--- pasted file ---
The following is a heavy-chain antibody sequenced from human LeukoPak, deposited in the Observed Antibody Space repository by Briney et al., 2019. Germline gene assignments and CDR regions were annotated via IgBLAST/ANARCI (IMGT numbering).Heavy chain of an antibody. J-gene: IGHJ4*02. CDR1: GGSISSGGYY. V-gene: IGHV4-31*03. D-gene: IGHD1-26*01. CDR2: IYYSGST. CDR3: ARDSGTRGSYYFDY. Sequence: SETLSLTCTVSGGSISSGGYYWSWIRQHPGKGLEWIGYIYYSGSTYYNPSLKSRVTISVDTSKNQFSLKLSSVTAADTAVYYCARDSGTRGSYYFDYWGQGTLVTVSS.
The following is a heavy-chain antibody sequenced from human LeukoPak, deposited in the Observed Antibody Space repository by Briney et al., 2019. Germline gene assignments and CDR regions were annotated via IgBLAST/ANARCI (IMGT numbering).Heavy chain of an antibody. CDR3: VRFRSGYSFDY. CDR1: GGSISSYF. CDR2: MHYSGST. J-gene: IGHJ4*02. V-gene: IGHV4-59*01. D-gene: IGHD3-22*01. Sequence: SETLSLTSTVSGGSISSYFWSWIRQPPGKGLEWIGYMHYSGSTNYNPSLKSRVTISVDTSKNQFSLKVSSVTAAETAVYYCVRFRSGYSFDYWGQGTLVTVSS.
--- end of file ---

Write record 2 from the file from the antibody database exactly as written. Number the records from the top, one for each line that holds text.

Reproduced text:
The following is a heavy-chain antibody sequenced from human LeukoPak, deposited in the Observed Antibody Space repository by Briney et al., 2019. Germline gene assignments and CDR regions were annotated via IgBLAST/ANARCI (IMGT numbering).Heavy chain of an antibody. CDR3: VRFRSGYSFDY. CDR1: GGSISSYF. CDR2: MHYSGST. J-gene: IGHJ4*02. V-gene: IGHV4-59*01. D-gene: IGHD3-22*01. Sequence: SETLSLTSTVSGGSISSYFWSWIRQPPGKGLEWIGYMHYSGSTNYNPSLKSRVTISVDTSKNQFSLKVSSVTAAETAVYYCVRFRSGYSFDYWGQGTLVTVSS.